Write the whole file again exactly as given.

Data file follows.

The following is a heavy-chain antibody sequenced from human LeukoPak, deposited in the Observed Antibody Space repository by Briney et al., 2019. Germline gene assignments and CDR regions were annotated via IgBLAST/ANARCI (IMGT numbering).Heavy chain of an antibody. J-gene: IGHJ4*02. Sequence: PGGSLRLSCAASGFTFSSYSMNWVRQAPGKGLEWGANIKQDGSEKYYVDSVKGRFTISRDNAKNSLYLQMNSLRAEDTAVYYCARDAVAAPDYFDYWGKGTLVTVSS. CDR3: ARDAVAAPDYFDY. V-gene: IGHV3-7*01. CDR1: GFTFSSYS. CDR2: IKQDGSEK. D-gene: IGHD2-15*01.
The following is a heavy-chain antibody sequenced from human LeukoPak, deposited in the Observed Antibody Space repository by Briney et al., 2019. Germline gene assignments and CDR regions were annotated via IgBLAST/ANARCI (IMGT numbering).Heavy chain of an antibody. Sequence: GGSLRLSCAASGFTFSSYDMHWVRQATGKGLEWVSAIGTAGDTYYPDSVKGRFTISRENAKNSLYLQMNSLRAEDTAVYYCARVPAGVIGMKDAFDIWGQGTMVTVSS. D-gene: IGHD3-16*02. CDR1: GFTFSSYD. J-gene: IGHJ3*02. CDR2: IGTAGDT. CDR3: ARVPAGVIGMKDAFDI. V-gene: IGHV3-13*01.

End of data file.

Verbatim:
The following is a heavy-chain antibody sequenced from human LeukoPak, deposited in the Observed Antibody Space repository by Briney et al., 2019. Germline gene assignments and CDR regions were annotated via IgBLAST/ANARCI (IMGT numbering).Heavy chain of an antibody. J-gene: IGHJ4*02. Sequence: PGGSLRLSCAASGFTFSSYSMNWVRQAPGKGLEWGANIKQDGSEKYYVDSVKGRFTISRDNAKNSLYLQMNSLRAEDTAVYYCARDAVAAPDYFDYWGKGTLVTVSS. CDR3: ARDAVAAPDYFDY. V-gene: IGHV3-7*01. CDR1: GFTFSSYS. CDR2: IKQDGSEK. D-gene: IGHD2-15*01.
The following is a heavy-chain antibody sequenced from human LeukoPak, deposited in the Observed Antibody Space repository by Briney et al., 2019. Germline gene assignments and CDR regions were annotated via IgBLAST/ANARCI (IMGT numbering).Heavy chain of an antibody. Sequence: GGSLRLSCAASGFTFSSYDMHWVRQATGKGLEWVSAIGTAGDTYYPDSVKGRFTISRENAKNSLYLQMNSLRAEDTAVYYCARVPAGVIGMKDAFDIWGQGTMVTVSS. D-gene: IGHD3-16*02. CDR1: GFTFSSYD. J-gene: IGHJ3*02. CDR2: IGTAGDT. CDR3: ARVPAGVIGMKDAFDI. V-gene: IGHV3-13*01.